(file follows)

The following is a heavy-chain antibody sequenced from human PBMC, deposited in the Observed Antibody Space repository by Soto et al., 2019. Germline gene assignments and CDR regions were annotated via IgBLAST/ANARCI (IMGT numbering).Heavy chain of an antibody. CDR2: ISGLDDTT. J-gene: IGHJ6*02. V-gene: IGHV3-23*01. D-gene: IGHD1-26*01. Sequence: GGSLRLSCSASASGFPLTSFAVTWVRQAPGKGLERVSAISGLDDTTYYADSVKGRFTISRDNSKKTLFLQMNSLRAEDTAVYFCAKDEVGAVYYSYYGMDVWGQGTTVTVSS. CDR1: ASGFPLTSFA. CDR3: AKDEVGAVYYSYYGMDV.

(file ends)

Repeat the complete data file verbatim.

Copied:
The following is a heavy-chain antibody sequenced from human PBMC, deposited in the Observed Antibody Space repository by Soto et al., 2019. Germline gene assignments and CDR regions were annotated via IgBLAST/ANARCI (IMGT numbering).Heavy chain of an antibody. CDR2: ISGLDDTT. J-gene: IGHJ6*02. V-gene: IGHV3-23*01. D-gene: IGHD1-26*01. Sequence: GGSLRLSCSASASGFPLTSFAVTWVRQAPGKGLERVSAISGLDDTTYYADSVKGRFTISRDNSKKTLFLQMNSLRAEDTAVYFCAKDEVGAVYYSYYGMDVWGQGTTVTVSS. CDR1: ASGFPLTSFA. CDR3: AKDEVGAVYYSYYGMDV.